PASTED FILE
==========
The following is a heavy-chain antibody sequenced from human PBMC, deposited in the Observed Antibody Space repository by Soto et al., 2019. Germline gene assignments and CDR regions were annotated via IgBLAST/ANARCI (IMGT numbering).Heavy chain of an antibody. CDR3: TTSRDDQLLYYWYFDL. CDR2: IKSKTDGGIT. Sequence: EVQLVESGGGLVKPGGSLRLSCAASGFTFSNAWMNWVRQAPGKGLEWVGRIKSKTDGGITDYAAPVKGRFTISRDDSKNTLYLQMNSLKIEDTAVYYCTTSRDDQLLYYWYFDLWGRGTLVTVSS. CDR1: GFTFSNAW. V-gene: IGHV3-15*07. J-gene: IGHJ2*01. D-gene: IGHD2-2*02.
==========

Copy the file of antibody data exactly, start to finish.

The following is a heavy-chain antibody sequenced from human PBMC, deposited in the Observed Antibody Space repository by Soto et al., 2019. Germline gene assignments and CDR regions were annotated via IgBLAST/ANARCI (IMGT numbering).Heavy chain of an antibody. CDR3: TTSRDDQLLYYWYFDL. CDR2: IKSKTDGGIT. Sequence: EVQLVESGGGLVKPGGSLRLSCAASGFTFSNAWMNWVRQAPGKGLEWVGRIKSKTDGGITDYAAPVKGRFTISRDDSKNTLYLQMNSLKIEDTAVYYCTTSRDDQLLYYWYFDLWGRGTLVTVSS. CDR1: GFTFSNAW. V-gene: IGHV3-15*07. J-gene: IGHJ2*01. D-gene: IGHD2-2*02.